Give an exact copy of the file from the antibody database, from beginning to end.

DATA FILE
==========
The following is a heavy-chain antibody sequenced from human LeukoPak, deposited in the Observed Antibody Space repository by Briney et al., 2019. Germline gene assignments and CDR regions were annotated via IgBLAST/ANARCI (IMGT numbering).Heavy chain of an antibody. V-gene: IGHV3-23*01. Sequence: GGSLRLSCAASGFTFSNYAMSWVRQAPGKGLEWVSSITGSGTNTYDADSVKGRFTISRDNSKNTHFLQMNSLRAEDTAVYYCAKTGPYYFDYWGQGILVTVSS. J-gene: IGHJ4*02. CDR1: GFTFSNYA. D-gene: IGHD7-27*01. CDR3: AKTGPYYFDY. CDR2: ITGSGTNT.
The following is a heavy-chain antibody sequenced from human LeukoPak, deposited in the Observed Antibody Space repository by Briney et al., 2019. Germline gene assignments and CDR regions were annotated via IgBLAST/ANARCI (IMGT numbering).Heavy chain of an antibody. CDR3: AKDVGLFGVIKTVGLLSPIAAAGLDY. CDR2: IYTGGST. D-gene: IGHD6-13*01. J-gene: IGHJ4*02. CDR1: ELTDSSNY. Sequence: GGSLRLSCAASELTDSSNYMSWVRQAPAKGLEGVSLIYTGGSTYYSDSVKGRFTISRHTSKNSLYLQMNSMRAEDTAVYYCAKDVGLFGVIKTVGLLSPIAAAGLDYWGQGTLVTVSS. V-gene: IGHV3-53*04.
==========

The following is a heavy-chain antibody sequenced from human LeukoPak, deposited in the Observed Antibody Space repository by Briney et al., 2019. Germline gene assignments and CDR regions were annotated via IgBLAST/ANARCI (IMGT numbering).Heavy chain of an antibody. V-gene: IGHV3-23*01. Sequence: GGSLRLSCAASGFTFSNYAMSWVRQAPGKGLEWVSSITGSGTNTYDADSVKGRFTISRDNSKNTHFLQMNSLRAEDTAVYYCAKTGPYYFDYWGQGILVTVSS. J-gene: IGHJ4*02. CDR1: GFTFSNYA. D-gene: IGHD7-27*01. CDR3: AKTGPYYFDY. CDR2: ITGSGTNT.
The following is a heavy-chain antibody sequenced from human LeukoPak, deposited in the Observed Antibody Space repository by Briney et al., 2019. Germline gene assignments and CDR regions were annotated via IgBLAST/ANARCI (IMGT numbering).Heavy chain of an antibody. CDR3: AKDVGLFGVIKTVGLLSPIAAAGLDY. CDR2: IYTGGST. D-gene: IGHD6-13*01. J-gene: IGHJ4*02. CDR1: ELTDSSNY. Sequence: GGSLRLSCAASELTDSSNYMSWVRQAPAKGLEGVSLIYTGGSTYYSDSVKGRFTISRHTSKNSLYLQMNSMRAEDTAVYYCAKDVGLFGVIKTVGLLSPIAAAGLDYWGQGTLVTVSS. V-gene: IGHV3-53*04.